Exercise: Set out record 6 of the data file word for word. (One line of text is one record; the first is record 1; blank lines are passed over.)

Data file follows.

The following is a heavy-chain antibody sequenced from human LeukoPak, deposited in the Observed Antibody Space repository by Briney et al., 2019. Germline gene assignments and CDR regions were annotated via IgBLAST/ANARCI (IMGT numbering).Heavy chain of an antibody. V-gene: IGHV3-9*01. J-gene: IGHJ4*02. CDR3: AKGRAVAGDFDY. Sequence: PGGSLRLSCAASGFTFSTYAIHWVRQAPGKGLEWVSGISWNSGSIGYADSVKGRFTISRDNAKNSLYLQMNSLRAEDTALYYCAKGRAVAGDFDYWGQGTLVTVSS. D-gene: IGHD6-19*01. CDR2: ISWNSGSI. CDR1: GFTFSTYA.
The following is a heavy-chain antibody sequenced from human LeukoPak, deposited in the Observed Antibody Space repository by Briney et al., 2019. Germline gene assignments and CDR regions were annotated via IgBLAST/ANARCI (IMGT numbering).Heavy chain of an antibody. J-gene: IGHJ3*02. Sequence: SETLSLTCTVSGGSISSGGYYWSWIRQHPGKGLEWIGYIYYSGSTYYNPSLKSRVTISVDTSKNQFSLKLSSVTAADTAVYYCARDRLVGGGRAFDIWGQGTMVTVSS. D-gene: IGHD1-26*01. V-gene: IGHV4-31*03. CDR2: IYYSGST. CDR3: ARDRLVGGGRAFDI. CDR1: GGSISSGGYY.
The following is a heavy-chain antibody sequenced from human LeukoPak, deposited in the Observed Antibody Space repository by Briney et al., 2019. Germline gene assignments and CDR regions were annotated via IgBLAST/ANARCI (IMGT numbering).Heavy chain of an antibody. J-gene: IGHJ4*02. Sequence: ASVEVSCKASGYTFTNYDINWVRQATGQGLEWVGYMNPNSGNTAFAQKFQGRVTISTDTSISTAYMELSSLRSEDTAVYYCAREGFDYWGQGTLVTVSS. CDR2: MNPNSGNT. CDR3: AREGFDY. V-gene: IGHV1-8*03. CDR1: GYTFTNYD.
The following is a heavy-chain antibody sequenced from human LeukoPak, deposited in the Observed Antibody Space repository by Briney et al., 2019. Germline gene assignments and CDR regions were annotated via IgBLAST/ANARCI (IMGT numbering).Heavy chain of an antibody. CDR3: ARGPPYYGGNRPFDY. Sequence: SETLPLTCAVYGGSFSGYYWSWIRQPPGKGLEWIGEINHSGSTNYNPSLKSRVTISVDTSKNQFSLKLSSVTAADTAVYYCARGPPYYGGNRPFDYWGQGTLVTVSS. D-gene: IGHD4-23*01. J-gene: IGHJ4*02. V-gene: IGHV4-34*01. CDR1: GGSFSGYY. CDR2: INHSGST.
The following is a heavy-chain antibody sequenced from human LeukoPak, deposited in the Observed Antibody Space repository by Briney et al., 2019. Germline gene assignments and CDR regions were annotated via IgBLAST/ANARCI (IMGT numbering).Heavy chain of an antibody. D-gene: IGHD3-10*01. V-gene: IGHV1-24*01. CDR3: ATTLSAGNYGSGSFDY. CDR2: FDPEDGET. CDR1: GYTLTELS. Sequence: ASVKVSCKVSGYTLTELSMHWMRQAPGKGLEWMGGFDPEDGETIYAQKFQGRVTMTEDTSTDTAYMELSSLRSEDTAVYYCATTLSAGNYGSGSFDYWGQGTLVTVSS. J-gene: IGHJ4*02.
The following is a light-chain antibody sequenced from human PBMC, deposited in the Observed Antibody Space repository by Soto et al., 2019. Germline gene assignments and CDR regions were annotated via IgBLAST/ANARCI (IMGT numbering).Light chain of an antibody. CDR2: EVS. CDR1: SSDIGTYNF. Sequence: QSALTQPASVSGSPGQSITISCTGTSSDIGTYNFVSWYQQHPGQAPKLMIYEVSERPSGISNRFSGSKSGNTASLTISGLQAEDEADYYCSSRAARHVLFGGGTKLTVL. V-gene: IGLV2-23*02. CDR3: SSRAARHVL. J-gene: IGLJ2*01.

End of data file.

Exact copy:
The following is a light-chain antibody sequenced from human PBMC, deposited in the Observed Antibody Space repository by Soto et al., 2019. Germline gene assignments and CDR regions were annotated via IgBLAST/ANARCI (IMGT numbering).Light chain of an antibody. CDR2: EVS. CDR1: SSDIGTYNF. Sequence: QSALTQPASVSGSPGQSITISCTGTSSDIGTYNFVSWYQQHPGQAPKLMIYEVSERPSGISNRFSGSKSGNTASLTISGLQAEDEADYYCSSRAARHVLFGGGTKLTVL. V-gene: IGLV2-23*02. CDR3: SSRAARHVL. J-gene: IGLJ2*01.